Posted: Friday 15th December 2017

A multi million pound package to transform operational performance in the next two years has been launched by Yorkshire Water as it looks to become a top performer in the water industry.

The ambitious plan will see dramatic reductions in leakage, significantly fewer pollution incidents and will slash the time customers lose supply during planned or unplanned interruptions.

Sewage escapes causing pollution are to fall by 40 per cent, incidents resulting in internal sewer flooding are to be reduced by 70 per cent and the average interruption to water supply will fall by two thirds. These improvements are to be delivered before the start of the next five year investment period in 2020.

Although leakage reduction figures will be confirmed shortly, the firm has committed to fix leaks for free in supply pipes which lie within the boundary of a customer's property. Up till now, the first fix has been for free with any further leaks becoming customers' own responsibility. It has also signalled its intent by hiring an additional 50 leakage engineers.

In total, implementation of the plan will involve an additional 300 staff for Yorkshire Water and its contractors. As well as leakage engineers, 30 skilled craftspeople and a range of other technicians including data scientists and analysts will be recruited.

As well as more staff, the company is also planning a substantial investment in technology to improve its management of both waste and clean water networks. Around 15,000 monitoring devices will be attached to key locations in the water network enabling leaks to be identified much more quickly. These will reduce the average detection time for leaks from three days to three hours. A further 8,000 devices will be installed on the sewer network, providing information on the condition of the pipes and helping to prevent pollution incidents.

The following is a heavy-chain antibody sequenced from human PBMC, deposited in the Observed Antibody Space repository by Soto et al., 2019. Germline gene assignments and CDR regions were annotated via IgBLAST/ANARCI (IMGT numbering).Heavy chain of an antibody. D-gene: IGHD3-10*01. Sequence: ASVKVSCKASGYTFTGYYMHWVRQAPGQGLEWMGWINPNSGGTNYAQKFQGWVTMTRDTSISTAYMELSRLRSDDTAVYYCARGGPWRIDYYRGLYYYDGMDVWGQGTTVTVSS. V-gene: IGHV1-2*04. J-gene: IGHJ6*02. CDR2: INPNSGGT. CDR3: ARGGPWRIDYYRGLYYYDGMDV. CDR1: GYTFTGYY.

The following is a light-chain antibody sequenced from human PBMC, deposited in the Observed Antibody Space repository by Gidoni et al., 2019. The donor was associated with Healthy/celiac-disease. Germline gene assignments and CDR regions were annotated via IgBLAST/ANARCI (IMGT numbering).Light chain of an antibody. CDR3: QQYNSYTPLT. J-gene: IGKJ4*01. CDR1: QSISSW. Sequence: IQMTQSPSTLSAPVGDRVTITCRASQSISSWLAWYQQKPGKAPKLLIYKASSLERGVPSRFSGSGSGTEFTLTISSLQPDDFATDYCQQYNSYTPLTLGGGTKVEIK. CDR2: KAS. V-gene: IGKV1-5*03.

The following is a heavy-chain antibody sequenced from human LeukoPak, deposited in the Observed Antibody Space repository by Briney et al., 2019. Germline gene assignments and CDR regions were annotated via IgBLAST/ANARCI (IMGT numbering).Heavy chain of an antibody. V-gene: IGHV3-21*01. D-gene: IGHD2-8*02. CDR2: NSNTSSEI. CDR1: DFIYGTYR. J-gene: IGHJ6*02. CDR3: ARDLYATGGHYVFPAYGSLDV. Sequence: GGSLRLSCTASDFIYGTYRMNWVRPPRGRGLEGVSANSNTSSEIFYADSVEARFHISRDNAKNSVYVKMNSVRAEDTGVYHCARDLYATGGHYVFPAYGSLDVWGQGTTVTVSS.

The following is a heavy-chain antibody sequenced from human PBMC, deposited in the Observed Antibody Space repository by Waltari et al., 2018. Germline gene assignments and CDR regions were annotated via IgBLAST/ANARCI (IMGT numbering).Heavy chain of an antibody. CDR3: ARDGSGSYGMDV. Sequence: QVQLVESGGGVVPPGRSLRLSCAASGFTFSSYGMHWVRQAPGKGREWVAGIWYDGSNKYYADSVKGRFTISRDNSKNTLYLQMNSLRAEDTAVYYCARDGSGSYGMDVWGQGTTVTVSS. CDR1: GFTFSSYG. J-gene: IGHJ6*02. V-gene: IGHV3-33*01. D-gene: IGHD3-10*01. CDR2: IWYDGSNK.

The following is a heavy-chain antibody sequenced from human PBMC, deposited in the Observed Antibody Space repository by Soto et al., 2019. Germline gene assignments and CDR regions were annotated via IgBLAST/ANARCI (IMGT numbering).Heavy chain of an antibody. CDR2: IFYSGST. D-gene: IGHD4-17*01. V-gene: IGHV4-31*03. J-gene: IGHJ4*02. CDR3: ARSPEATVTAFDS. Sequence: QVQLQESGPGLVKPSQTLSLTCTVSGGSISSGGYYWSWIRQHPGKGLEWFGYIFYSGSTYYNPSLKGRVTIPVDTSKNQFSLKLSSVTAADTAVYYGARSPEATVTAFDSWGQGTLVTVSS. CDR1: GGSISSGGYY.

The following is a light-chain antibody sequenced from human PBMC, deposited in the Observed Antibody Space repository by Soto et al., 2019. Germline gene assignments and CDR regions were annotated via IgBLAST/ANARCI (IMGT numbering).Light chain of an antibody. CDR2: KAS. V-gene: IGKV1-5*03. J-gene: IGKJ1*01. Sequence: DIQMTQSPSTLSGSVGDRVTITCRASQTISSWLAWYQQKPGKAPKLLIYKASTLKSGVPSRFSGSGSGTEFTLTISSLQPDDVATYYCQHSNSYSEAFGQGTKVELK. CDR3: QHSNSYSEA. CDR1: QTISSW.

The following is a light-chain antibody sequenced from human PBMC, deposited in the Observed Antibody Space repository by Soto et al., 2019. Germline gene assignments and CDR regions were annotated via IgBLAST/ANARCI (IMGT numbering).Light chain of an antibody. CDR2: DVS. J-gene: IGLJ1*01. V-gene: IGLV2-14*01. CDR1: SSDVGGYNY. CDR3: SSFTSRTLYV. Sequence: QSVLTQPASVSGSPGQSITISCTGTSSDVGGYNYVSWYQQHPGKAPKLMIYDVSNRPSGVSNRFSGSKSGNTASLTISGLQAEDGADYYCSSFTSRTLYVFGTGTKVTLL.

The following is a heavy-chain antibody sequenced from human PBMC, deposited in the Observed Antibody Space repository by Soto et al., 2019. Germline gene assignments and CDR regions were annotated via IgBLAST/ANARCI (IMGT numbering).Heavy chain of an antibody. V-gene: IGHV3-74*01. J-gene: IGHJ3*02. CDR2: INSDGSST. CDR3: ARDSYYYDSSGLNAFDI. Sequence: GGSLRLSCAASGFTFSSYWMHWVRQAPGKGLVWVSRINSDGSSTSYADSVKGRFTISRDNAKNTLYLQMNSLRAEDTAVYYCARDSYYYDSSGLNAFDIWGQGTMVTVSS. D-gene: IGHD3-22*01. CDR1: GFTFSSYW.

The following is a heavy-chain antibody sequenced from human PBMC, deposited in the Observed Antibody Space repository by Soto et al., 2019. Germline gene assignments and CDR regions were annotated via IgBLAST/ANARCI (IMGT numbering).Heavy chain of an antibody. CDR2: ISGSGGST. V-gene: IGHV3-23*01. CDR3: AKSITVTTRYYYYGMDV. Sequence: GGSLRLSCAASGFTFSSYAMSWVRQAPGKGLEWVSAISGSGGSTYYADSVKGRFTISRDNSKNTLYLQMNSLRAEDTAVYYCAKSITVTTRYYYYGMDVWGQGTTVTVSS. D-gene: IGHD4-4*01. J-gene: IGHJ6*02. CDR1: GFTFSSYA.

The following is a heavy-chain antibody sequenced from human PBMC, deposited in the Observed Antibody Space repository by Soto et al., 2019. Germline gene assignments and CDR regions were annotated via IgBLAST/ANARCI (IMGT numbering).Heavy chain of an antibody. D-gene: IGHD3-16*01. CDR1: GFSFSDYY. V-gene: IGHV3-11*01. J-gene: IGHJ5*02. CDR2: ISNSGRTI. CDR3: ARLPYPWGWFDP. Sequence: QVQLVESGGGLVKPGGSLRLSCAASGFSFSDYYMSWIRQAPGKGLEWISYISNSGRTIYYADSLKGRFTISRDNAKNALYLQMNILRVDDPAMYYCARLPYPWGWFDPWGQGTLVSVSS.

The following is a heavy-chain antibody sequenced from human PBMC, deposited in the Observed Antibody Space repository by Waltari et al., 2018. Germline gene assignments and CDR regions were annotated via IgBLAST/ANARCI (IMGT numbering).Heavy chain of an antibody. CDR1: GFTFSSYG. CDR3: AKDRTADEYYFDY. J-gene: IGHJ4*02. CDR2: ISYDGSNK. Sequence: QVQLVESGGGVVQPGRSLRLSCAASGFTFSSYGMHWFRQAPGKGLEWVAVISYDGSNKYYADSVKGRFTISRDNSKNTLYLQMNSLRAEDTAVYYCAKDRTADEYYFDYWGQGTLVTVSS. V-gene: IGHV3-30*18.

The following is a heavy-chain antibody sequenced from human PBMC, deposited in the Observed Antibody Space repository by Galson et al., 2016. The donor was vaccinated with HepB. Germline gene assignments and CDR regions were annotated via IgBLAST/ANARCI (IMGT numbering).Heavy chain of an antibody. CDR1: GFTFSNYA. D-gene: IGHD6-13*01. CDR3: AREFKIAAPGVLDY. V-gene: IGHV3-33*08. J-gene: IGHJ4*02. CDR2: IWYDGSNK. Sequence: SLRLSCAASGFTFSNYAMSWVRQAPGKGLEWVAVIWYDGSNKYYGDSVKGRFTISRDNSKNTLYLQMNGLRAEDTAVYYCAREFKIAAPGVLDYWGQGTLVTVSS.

Linking these initiatives together will be a data-led internet of things approach. Data generated by the improved remote telemetry will be analysed by a new team of data scientists. Engineers in the company's Bradford based control room, using data analytics, will be able to despatch response teams much more quickly to either bursts or equipment failures which might cause pollution. Intelligence on the condition of assets will also be generated, enabling the company to adopt a predict and prevent approach to maintenance of its infrastructure.

In what is believed to be a first in the water industry, Yorkshire Water is considering adopting an open data approach, allowing the growing Yorkshire based community of independent data scientists secure access to its data streams. This will enable the company to work closely with the growing Yorkshire community of digital developers to help find new and innovative solutions to pollution and leakage problems.

Pamela Doherty, director of service delivery at Yorkshire Water said: "Although we are performing in line with our current commitments, we know that our customers expect more. We've spent a lot of time talking to them and now really understand their diverse needs and how water impacts on their lives. What they want from us is simple and clear. They want us to lose less water in leaks, minimise interruptions to their supply and reduce sewage escapes from our system. Above all, they don't like the idea that a Yorkshire company isn't currently one of the best in its sector.

"Based on this feedback, we've taken the decision to make a substantial investment in new staff, new skills and new technology. Over the next two years, this investment and our determination to deliver will put us alongside the best in the industry. Our plans combine intensive use of traditional engineering skills with some innovative applications of new data led techniques."

Commenting on the plan, Andrea Cook chair of the Yorkshire Forum for Water Customers said: "This series of initiatives from Yorkshire Water makes clear how aspirational the company is in working towards the highest standards in customer service. It is what its customers expect, and what they deserve. I am sure they will welcome total investment which is also supported by shareholders."

The investment plan is linked to a new long term and ambitious strategy for Yorkshire Water which is set to be published in January as part of our continuing dialogue with customers and stakeholders about how we fundamentally change our service for the future. At the heart of this is a renewed focus on core water and waste water services within the Kelda Group (Yorkshire Water's parent company), with the disposal of non-regulated activities. The company recently sold its contract operations in Northern Ireland and further disposals are expected shortly.

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May 2021

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